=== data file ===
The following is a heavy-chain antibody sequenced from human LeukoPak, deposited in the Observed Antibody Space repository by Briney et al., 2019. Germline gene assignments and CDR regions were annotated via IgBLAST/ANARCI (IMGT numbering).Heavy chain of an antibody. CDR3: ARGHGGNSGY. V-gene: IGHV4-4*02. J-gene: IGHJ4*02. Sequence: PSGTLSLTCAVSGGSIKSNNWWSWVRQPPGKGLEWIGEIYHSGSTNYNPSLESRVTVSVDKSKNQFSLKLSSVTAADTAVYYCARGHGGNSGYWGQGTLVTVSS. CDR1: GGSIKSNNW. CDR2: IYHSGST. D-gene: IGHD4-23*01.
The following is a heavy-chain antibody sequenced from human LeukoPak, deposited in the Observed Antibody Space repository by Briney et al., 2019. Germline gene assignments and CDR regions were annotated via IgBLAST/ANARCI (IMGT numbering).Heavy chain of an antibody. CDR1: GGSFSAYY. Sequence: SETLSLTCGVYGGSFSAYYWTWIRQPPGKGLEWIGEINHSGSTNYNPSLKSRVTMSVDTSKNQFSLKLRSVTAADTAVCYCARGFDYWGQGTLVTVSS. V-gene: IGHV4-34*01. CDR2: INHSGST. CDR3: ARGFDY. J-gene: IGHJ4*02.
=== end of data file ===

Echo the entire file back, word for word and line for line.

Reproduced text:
The following is a heavy-chain antibody sequenced from human LeukoPak, deposited in the Observed Antibody Space repository by Briney et al., 2019. Germline gene assignments and CDR regions were annotated via IgBLAST/ANARCI (IMGT numbering).Heavy chain of an antibody. CDR3: ARGHGGNSGY. V-gene: IGHV4-4*02. J-gene: IGHJ4*02. Sequence: PSGTLSLTCAVSGGSIKSNNWWSWVRQPPGKGLEWIGEIYHSGSTNYNPSLESRVTVSVDKSKNQFSLKLSSVTAADTAVYYCARGHGGNSGYWGQGTLVTVSS. CDR1: GGSIKSNNW. CDR2: IYHSGST. D-gene: IGHD4-23*01.
The following is a heavy-chain antibody sequenced from human LeukoPak, deposited in the Observed Antibody Space repository by Briney et al., 2019. Germline gene assignments and CDR regions were annotated via IgBLAST/ANARCI (IMGT numbering).Heavy chain of an antibody. CDR1: GGSFSAYY. Sequence: SETLSLTCGVYGGSFSAYYWTWIRQPPGKGLEWIGEINHSGSTNYNPSLKSRVTMSVDTSKNQFSLKLRSVTAADTAVCYCARGFDYWGQGTLVTVSS. V-gene: IGHV4-34*01. CDR2: INHSGST. CDR3: ARGFDY. J-gene: IGHJ4*02.